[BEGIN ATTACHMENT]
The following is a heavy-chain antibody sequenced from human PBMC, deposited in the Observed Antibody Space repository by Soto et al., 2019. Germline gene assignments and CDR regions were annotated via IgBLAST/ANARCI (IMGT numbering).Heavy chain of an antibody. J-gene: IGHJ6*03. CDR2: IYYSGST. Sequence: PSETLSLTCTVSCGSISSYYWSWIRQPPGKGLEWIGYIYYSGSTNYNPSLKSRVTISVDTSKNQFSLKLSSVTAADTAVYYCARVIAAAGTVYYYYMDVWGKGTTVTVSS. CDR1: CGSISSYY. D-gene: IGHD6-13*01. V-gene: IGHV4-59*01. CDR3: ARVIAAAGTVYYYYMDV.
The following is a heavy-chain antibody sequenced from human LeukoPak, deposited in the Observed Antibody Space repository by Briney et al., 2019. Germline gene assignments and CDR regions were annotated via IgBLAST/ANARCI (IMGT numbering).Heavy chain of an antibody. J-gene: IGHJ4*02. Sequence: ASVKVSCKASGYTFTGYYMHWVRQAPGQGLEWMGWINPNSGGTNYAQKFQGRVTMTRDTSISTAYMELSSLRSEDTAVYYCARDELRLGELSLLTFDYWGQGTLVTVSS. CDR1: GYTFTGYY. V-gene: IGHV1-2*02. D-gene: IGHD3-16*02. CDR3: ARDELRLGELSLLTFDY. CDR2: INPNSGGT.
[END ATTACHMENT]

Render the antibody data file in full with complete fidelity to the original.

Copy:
The following is a heavy-chain antibody sequenced from human PBMC, deposited in the Observed Antibody Space repository by Soto et al., 2019. Germline gene assignments and CDR regions were annotated via IgBLAST/ANARCI (IMGT numbering).Heavy chain of an antibody. J-gene: IGHJ6*03. CDR2: IYYSGST. Sequence: PSETLSLTCTVSCGSISSYYWSWIRQPPGKGLEWIGYIYYSGSTNYNPSLKSRVTISVDTSKNQFSLKLSSVTAADTAVYYCARVIAAAGTVYYYYMDVWGKGTTVTVSS. CDR1: CGSISSYY. D-gene: IGHD6-13*01. V-gene: IGHV4-59*01. CDR3: ARVIAAAGTVYYYYMDV.
The following is a heavy-chain antibody sequenced from human LeukoPak, deposited in the Observed Antibody Space repository by Briney et al., 2019. Germline gene assignments and CDR regions were annotated via IgBLAST/ANARCI (IMGT numbering).Heavy chain of an antibody. J-gene: IGHJ4*02. Sequence: ASVKVSCKASGYTFTGYYMHWVRQAPGQGLEWMGWINPNSGGTNYAQKFQGRVTMTRDTSISTAYMELSSLRSEDTAVYYCARDELRLGELSLLTFDYWGQGTLVTVSS. CDR1: GYTFTGYY. V-gene: IGHV1-2*02. D-gene: IGHD3-16*02. CDR3: ARDELRLGELSLLTFDY. CDR2: INPNSGGT.